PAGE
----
Our ancient forbears had a Latin phrase we would do well to remember: ‘salus populi, suprema lex esto’ (‘public health is the highest law, and all else follows from it’). So, the marketization of health, welfare and other forms of basic care runs enormous risks for both developed and developing countries. Healthcare, rather like education, is an inherently not-for-profit enterprise.
Why? Because everyone matters. And everyone eventually picks up the bill for the deprivation of education and healthcare in other places, because it will always directly or indirectly affect the whole of society. Politicians and people can try and evade their official and civic duties and responsibilities; but cannot avoid the consequences of such neglect. What we sow, we reap.
Snowden’s book confirms what we know from other more popular studies of medieval England’s health. Jack Hartnell (Hartnell, 2018), John Hatcher (Hatcher, 2008) and Ian Mortimer (Mortimer, 2009) all give interesting insights into how the plague-pandemic of the time re-ordered society – politically, financially and socially. For example, people born to serfdom might suddenly find that they were beneficiaries and heirs. Pandemics redistributed power and money; they challenged authorities and prevailing social constructions of reality; they promoted new consciousness, and reordered priorities.
The common denominator across these studies is that there is not much one can do to escape pandemics and their social and economic consequences. Plagues come and go. We are seldom ready for them. When confronted by their reality, we often go into denial. The numbers published on Covid-19 have as much impact as the Bills of Mortality in 1665. Inside, most people say to themselves, as they have done in previous centuries, ‘it won’t happen to me’.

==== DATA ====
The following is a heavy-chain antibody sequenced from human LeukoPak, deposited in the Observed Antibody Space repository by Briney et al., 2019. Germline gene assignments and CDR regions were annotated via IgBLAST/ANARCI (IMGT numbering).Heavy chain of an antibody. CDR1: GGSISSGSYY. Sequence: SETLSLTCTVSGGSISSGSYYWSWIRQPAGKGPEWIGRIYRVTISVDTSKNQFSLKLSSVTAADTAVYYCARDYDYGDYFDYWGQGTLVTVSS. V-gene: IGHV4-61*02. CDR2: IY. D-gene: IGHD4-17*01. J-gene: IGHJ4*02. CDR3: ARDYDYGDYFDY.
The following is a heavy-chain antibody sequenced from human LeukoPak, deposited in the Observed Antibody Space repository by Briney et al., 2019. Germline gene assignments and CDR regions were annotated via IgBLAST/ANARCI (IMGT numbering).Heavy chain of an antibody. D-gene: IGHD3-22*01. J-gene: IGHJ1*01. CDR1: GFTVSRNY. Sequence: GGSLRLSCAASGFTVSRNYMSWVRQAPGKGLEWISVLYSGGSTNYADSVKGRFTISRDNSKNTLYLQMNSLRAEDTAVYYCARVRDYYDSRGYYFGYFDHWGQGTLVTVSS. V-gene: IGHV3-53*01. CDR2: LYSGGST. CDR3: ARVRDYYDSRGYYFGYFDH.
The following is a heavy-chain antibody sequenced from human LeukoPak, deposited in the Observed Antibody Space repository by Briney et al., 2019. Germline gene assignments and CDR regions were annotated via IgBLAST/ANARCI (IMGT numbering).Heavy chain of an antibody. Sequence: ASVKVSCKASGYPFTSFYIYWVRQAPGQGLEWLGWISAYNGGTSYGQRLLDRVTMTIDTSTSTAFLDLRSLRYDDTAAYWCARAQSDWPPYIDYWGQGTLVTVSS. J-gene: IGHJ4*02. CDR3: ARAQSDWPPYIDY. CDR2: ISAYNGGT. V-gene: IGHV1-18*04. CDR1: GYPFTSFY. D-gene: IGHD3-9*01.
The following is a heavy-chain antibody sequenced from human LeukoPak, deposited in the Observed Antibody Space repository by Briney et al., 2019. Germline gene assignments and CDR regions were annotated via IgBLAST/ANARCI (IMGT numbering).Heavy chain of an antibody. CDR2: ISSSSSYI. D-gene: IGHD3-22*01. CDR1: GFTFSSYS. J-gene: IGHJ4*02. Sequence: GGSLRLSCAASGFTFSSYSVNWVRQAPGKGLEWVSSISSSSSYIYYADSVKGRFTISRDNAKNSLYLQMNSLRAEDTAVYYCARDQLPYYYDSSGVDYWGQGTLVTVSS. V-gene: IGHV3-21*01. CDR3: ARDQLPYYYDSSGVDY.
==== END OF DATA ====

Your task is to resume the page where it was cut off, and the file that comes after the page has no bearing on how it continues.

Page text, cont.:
In the short, prescient 1947 novel The Plague or La Peste by Albert Camus (1991) we encounter a story that narrates a plague sweeping the French Algerian city of Oran. Initially, just a few die; then some more; then even more. Panic grips the streets as the epidemic enfolds the population. No one was ready for this, and few thought any plague could draw near to them.
The citizens of Oran live in a state of perpetual denial. Even when, like London in 1665‒66, a quarter of the city is dying, they reason it will not be them. These folks are, after all, living in modern times. They have newspapers, cars, aeroplanes and telephones. The people of Oran cannot, surely, perish like the poor wretches of seventeenth-century London or eighteenth-century Canton?
The hero of the book is Doctor Rieux, and his resilient humanism is profoundly moving. He does not buy into the religious interpretations of the plague offered by a local priest, or of the abrogation of reason by the citizenry. As the death-toll peaks at 500 per week, Doctor Rieux reflects on a child he has tended, but who has died. He reasons that suffering is unevenly and randomly distributed. For all the theodicy in the world, suffering simply makes no sense. It is absurd – and that is the kindest thing one can say of it.